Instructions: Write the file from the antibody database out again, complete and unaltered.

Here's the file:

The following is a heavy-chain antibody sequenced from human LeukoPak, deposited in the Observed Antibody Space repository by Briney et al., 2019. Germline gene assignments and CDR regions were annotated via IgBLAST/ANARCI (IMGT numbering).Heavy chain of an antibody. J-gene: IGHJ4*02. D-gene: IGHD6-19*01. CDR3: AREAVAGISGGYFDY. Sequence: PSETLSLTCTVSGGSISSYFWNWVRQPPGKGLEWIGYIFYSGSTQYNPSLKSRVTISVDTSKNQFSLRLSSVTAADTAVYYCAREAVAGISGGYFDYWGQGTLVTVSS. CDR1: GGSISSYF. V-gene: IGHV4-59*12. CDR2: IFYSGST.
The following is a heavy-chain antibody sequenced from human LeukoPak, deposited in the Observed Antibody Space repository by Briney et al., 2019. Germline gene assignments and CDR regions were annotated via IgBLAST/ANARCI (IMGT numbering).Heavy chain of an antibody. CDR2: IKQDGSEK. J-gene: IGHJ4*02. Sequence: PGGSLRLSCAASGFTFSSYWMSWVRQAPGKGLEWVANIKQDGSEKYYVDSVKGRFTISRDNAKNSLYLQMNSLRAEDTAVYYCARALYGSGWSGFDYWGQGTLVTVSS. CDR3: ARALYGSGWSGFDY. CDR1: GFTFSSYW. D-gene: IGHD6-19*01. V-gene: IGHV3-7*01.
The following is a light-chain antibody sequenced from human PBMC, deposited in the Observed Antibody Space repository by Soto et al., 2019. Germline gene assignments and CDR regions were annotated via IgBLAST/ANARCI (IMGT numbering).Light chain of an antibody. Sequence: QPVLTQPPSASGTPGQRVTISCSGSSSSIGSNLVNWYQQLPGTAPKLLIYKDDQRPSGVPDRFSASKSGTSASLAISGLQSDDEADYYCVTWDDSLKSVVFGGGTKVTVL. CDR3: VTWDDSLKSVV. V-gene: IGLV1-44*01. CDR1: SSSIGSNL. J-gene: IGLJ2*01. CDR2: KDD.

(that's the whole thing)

The following is a heavy-chain antibody sequenced from human LeukoPak, deposited in the Observed Antibody Space repository by Briney et al., 2019. Germline gene assignments and CDR regions were annotated via IgBLAST/ANARCI (IMGT numbering).Heavy chain of an antibody. J-gene: IGHJ4*02. D-gene: IGHD6-19*01. CDR3: AREAVAGISGGYFDY. Sequence: PSETLSLTCTVSGGSISSYFWNWVRQPPGKGLEWIGYIFYSGSTQYNPSLKSRVTISVDTSKNQFSLRLSSVTAADTAVYYCAREAVAGISGGYFDYWGQGTLVTVSS. CDR1: GGSISSYF. V-gene: IGHV4-59*12. CDR2: IFYSGST.
The following is a heavy-chain antibody sequenced from human LeukoPak, deposited in the Observed Antibody Space repository by Briney et al., 2019. Germline gene assignments and CDR regions were annotated via IgBLAST/ANARCI (IMGT numbering).Heavy chain of an antibody. CDR2: IKQDGSEK. J-gene: IGHJ4*02. Sequence: PGGSLRLSCAASGFTFSSYWMSWVRQAPGKGLEWVANIKQDGSEKYYVDSVKGRFTISRDNAKNSLYLQMNSLRAEDTAVYYCARALYGSGWSGFDYWGQGTLVTVSS. CDR3: ARALYGSGWSGFDY. CDR1: GFTFSSYW. D-gene: IGHD6-19*01. V-gene: IGHV3-7*01.
The following is a light-chain antibody sequenced from human PBMC, deposited in the Observed Antibody Space repository by Soto et al., 2019. Germline gene assignments and CDR regions were annotated via IgBLAST/ANARCI (IMGT numbering).Light chain of an antibody. Sequence: QPVLTQPPSASGTPGQRVTISCSGSSSSIGSNLVNWYQQLPGTAPKLLIYKDDQRPSGVPDRFSASKSGTSASLAISGLQSDDEADYYCVTWDDSLKSVVFGGGTKVTVL. CDR3: VTWDDSLKSVV. V-gene: IGLV1-44*01. CDR1: SSSIGSNL. J-gene: IGLJ2*01. CDR2: KDD.